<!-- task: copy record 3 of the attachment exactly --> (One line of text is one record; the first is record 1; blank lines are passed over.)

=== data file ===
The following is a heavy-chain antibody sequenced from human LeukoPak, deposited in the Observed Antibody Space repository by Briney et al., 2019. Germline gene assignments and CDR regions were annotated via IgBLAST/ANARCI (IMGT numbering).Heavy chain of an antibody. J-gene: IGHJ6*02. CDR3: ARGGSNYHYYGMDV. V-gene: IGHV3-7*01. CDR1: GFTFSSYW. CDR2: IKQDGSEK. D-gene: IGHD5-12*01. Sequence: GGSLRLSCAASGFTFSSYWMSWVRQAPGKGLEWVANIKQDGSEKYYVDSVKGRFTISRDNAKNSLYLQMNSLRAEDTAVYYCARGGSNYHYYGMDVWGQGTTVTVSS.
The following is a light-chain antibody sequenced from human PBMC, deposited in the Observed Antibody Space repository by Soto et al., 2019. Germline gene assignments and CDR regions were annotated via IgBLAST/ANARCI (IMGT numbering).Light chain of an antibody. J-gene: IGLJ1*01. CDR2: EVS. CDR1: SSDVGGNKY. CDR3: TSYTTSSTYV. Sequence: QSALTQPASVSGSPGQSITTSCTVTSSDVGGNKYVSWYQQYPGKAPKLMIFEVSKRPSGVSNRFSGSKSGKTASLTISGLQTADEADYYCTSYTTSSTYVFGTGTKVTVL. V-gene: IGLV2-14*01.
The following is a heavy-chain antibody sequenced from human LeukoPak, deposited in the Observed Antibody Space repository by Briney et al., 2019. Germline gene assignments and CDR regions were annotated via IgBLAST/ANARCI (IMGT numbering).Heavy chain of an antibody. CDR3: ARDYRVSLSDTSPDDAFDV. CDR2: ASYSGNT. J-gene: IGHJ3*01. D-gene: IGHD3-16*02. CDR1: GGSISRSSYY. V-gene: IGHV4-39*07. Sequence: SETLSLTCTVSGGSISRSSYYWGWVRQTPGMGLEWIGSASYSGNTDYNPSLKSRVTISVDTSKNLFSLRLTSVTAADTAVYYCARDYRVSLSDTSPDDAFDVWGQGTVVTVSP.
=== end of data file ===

The following is a heavy-chain antibody sequenced from human LeukoPak, deposited in the Observed Antibody Space repository by Briney et al., 2019. Germline gene assignments and CDR regions were annotated via IgBLAST/ANARCI (IMGT numbering).Heavy chain of an antibody. CDR3: ARDYRVSLSDTSPDDAFDV. CDR2: ASYSGNT. J-gene: IGHJ3*01. D-gene: IGHD3-16*02. CDR1: GGSISRSSYY. V-gene: IGHV4-39*07. Sequence: SETLSLTCTVSGGSISRSSYYWGWVRQTPGMGLEWIGSASYSGNTDYNPSLKSRVTISVDTSKNLFSLRLTSVTAADTAVYYCARDYRVSLSDTSPDDAFDVWGQGTVVTVSP.